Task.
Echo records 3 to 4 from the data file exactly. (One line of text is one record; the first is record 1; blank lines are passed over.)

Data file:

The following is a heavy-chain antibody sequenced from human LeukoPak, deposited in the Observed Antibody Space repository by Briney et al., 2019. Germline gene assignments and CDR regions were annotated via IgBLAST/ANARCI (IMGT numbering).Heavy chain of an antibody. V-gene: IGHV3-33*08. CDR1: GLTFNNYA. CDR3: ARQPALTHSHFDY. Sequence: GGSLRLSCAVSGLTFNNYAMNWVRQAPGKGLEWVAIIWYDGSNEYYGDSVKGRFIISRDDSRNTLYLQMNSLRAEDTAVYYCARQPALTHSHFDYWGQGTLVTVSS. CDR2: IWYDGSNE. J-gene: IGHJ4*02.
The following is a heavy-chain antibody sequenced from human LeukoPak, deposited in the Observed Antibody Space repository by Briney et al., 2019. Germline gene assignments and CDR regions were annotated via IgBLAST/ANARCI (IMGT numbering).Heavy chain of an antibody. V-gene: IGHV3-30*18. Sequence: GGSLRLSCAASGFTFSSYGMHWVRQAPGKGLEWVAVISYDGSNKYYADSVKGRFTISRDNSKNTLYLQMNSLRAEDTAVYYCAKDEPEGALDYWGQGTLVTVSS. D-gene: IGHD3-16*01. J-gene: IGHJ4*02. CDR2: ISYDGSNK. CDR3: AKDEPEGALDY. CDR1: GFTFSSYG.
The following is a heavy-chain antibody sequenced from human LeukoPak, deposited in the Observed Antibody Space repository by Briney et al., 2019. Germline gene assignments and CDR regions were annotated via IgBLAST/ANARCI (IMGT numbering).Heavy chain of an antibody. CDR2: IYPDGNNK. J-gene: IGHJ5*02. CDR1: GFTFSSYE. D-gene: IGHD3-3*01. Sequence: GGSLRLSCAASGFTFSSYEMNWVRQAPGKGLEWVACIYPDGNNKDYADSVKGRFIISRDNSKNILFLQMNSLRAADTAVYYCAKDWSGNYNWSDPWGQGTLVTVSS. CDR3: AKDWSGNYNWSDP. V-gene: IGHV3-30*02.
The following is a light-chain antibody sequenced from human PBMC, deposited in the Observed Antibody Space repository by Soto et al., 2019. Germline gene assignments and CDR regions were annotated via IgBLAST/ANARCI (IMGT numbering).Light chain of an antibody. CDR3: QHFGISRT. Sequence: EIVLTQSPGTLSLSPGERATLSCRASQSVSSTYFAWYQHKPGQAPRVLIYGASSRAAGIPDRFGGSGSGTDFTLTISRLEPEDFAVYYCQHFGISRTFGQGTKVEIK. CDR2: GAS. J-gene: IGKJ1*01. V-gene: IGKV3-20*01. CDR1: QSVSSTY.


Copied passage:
The following is a heavy-chain antibody sequenced from human LeukoPak, deposited in the Observed Antibody Space repository by Briney et al., 2019. Germline gene assignments and CDR regions were annotated via IgBLAST/ANARCI (IMGT numbering).Heavy chain of an antibody. CDR2: IYPDGNNK. J-gene: IGHJ5*02. CDR1: GFTFSSYE. D-gene: IGHD3-3*01. Sequence: GGSLRLSCAASGFTFSSYEMNWVRQAPGKGLEWVACIYPDGNNKDYADSVKGRFIISRDNSKNILFLQMNSLRAADTAVYYCAKDWSGNYNWSDPWGQGTLVTVSS. CDR3: AKDWSGNYNWSDP. V-gene: IGHV3-30*02.
The following is a light-chain antibody sequenced from human PBMC, deposited in the Observed Antibody Space repository by Soto et al., 2019. Germline gene assignments and CDR regions were annotated via IgBLAST/ANARCI (IMGT numbering).Light chain of an antibody. CDR3: QHFGISRT. Sequence: EIVLTQSPGTLSLSPGERATLSCRASQSVSSTYFAWYQHKPGQAPRVLIYGASSRAAGIPDRFGGSGSGTDFTLTISRLEPEDFAVYYCQHFGISRTFGQGTKVEIK. CDR2: GAS. J-gene: IGKJ1*01. V-gene: IGKV3-20*01. CDR1: QSVSSTY.